One of the quirks of this match is how Newcombe was well below 50% success on second serve, while Connors, with the much weaker service, was winning about two-thirds of all points on his own second serve.
A few months later Connors d. Newcombe in a Challenge Match in Las Vegas, 6-3, 4-6, 6-2, 6-4. Vines, writing in 1978, thought that Newcombe lost that match because he came in too much behind his second serve.
The Connors-Newcombe $250,000 showdown at Caesar’s Palace ... served to dramatize a salient tactical weakness in the “big game” method of attaining the net. Newcombe lost because he invariably followed in his second serve in the deuce court. This was the tragic flaw – in an otherwise outstanding performance – that allowed Connors to break serve and turn the tide. In fact, I think Newcombe might well have won if he had avoided this tactic; his mighty second serve could have given him the offensive jump on his first groundstroke. As it was, he actually outsteadied Jimmy in most of their rallies. But when Newk failed to mix up his serving tactics, Jimmy could concentrate all his efforts on making an offensive passing shot.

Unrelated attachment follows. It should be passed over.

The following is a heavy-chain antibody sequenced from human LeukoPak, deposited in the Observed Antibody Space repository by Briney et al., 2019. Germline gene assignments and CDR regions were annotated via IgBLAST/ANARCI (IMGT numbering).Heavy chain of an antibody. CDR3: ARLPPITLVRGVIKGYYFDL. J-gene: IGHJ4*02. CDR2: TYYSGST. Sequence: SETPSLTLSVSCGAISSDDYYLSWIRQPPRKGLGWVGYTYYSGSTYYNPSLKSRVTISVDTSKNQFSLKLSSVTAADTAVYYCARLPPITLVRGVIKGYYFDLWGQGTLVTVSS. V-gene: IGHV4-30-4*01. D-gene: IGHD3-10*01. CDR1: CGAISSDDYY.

Another drawback of the “big game” can be inferred from this match. Newk double-faulted nine times, not because he was serving badly, but because of his total commitment to the “big game.” In the light of Connors’ awesome ability to return, Newcombe was forced to attempt too much with his serve.
Ironically, Connors hit more aces and double-faulted only a third as much, even though Connors’ delivery isn’t in the same league with Newcombe’s. But Jimmy had the advantage of not having to worry about following in his serve. And because he seldom took the net on service, he could relax and be content with placing it well … and deep. On the other hand Newcombe, who perhaps has the best second serve in the world, couldn’t transcend the basic advantage a greater returner has against a net attack. All I can say is, if you are one of those rare creatures blessed with a strong second serve, the “big game” can be a fine strategy against an average groundstroker. But when you face a great returner, the lesson is clear: be wary of the net on your second serve in the deuce court.